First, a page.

In this four-part post, Kathleen DeGuzman examines seeing a Philippine dessert from her childhood on The Great British Baking Show. She combines autobiography with her training in Caribbean studies to undertake a kind of self-ethnography that rethinks Filipinx American colonial mentality within the context of Netflix, race, and representation.
Part 3 of 4: From Sugar Cane in the Caribbean to Jackfruit in Southeast Asia
Now, how do colonialism and labor migration relate to a competition The Guardian called “a lovely show about cakes”?  Let me turn to a powerful analogy that Barbados-born writer George Lamming used to explain the relationship between the BBC and the Caribbean during the period when the broadcasting service produced the radio program Caribbean Voices (1943-1958) in London and aired it across the Atlantic to the Caribbean. Lamming said, “the BBC played a role of taking the raw material and sending it back, almost like sugar, which is planted there in the West Indies, cut, sent abroad to be refined, and gets back in finished form.”  With this analogy, Lamming suggests that the BBC extracted literary talent from the Caribbean; he also suggests that it is only with the colonizing mother country’s stamp of approval that the Caribbean appreciates its literary culture.  I think of this quote, yes, because of my training as a Caribbeanist. But I also think of Lamming’s words because I was compelled to rethink them as I watched Magallanes on The Great British Baking Show.
At first, Magallanes caught my attention for standing his ground in the face of steely-eyed judge Paul Hollywood. In the first bake of the season, Magallanes made a madeira cake with figs. Hollywood—as he tends to do when chatting with bakers as they describe their recipes—critiqued Magallanes with a simple question: he asked why Magallanes wasn’t chopping the figs before adding them to the cake batter. Magallanes tersely responded, “I like them chunky.” In a show that assembles a dozen bakers under a white tent decorated with small Union Jack pennants, I appreciated Magallanes’s commitment to personal preference.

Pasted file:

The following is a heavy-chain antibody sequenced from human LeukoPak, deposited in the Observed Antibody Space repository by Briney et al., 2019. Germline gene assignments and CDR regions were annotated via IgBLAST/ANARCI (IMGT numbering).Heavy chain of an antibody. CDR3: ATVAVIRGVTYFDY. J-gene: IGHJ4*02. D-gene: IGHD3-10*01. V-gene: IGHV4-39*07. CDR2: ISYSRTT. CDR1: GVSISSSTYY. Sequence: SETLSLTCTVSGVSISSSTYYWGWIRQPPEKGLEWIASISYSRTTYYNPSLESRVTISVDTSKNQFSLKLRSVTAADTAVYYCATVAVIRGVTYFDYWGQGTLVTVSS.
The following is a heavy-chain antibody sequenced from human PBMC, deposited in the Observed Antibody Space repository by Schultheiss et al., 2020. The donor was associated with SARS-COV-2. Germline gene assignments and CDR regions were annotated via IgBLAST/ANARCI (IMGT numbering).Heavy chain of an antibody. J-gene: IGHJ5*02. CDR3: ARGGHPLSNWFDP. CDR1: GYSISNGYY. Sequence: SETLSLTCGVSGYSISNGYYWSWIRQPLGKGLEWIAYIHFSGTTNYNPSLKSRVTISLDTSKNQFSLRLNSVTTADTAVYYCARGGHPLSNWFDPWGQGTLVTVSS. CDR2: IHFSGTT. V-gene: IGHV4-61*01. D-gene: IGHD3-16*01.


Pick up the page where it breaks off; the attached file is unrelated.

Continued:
But baking also allowed Magallanes to show the judges a thing or two. When tasked with making biscotti in Episode 2, Magallanes showcased a jackfruit, pistachio, and macadamia recipe. Judge Mary Berry told Magallanes, “Now, I don’t know jackfruit.” He responded by telling Berry it is “very popular in Southeast Asia.” This is a polite response, to be sure, but also one that disrupts the contestant-judge hierarchy by showing how baking can be powerfully “provincialized” and thus “renewed from and for the margins.”
Kathleen DeGuzman is Assistant Professor of English at San Francisco State University, where she teaches courses in Caribbean literature and the novel. She received her Ph.D. in English from Vanderbilt University in 2015 and is completing a book manuscript that compares the Anglophone Caribbean and Victorian Britain as archipelagic cultures with surprisingly similar approaches to literary form. To learn more, visit her website.
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- Jonathan Freedland, “From Bake Off to Brexit, the right keeps putting dogma ahead of success,” The Guardian, 16 September 2016, https://www.theguardian.com/commentisfree/2016/sep/16/bake-off-brexit-right-dogma-ahead-of-success.
- George Lamming, “Texas Dialogues,” in Conversations: George Lamming - Essays, Addresses and Interviews, 1953-1990, eds. Richard Drayton and Andaiye (London: Karia Press, 1992), 62.
- For a detailed study of the relationship between the BBC and Anglophone Caribbean literature, see Glyne A. Griffith, The BBC and the Development of Anglophone Caribbean Literature, 1943-1958 (New York: Palgrave Macmillan, 2016).
- During the assessment period, however, the whole figs in Magallanes’s bake sunk to the bottom of his madeira cake, which did not please the judges and furthermore allowed Hollywood to enjoy an “I told you so” moment.
- Dipesh Chakrabarty, Provincializing Europe: Postcolonial Thought and Historical Difference (2000; repr., Princeton: Princeton University Press, 2008), 16.